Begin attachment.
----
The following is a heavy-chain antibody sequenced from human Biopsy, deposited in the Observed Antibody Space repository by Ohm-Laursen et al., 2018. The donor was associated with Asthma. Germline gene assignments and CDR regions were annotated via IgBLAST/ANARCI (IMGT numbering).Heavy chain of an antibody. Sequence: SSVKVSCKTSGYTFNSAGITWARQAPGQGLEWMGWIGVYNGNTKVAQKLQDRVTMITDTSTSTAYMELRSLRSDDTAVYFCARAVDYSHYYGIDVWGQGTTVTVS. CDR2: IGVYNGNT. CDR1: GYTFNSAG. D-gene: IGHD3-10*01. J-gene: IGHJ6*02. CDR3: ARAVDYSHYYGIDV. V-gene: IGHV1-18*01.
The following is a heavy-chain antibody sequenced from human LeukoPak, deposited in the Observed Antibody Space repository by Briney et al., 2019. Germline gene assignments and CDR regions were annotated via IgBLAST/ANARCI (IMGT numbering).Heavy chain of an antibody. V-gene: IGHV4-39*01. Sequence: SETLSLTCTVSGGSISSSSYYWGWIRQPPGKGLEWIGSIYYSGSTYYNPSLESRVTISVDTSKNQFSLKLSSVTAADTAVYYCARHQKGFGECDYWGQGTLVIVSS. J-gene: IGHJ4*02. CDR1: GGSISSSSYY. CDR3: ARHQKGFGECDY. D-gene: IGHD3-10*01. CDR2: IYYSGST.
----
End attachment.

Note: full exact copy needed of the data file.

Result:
The following is a heavy-chain antibody sequenced from human Biopsy, deposited in the Observed Antibody Space repository by Ohm-Laursen et al., 2018. The donor was associated with Asthma. Germline gene assignments and CDR regions were annotated via IgBLAST/ANARCI (IMGT numbering).Heavy chain of an antibody. Sequence: SSVKVSCKTSGYTFNSAGITWARQAPGQGLEWMGWIGVYNGNTKVAQKLQDRVTMITDTSTSTAYMELRSLRSDDTAVYFCARAVDYSHYYGIDVWGQGTTVTVS. CDR2: IGVYNGNT. CDR1: GYTFNSAG. D-gene: IGHD3-10*01. J-gene: IGHJ6*02. CDR3: ARAVDYSHYYGIDV. V-gene: IGHV1-18*01.
The following is a heavy-chain antibody sequenced from human LeukoPak, deposited in the Observed Antibody Space repository by Briney et al., 2019. Germline gene assignments and CDR regions were annotated via IgBLAST/ANARCI (IMGT numbering).Heavy chain of an antibody. V-gene: IGHV4-39*01. Sequence: SETLSLTCTVSGGSISSSSYYWGWIRQPPGKGLEWIGSIYYSGSTYYNPSLESRVTISVDTSKNQFSLKLSSVTAADTAVYYCARHQKGFGECDYWGQGTLVIVSS. J-gene: IGHJ4*02. CDR1: GGSISSSSYY. CDR3: ARHQKGFGECDY. D-gene: IGHD3-10*01. CDR2: IYYSGST.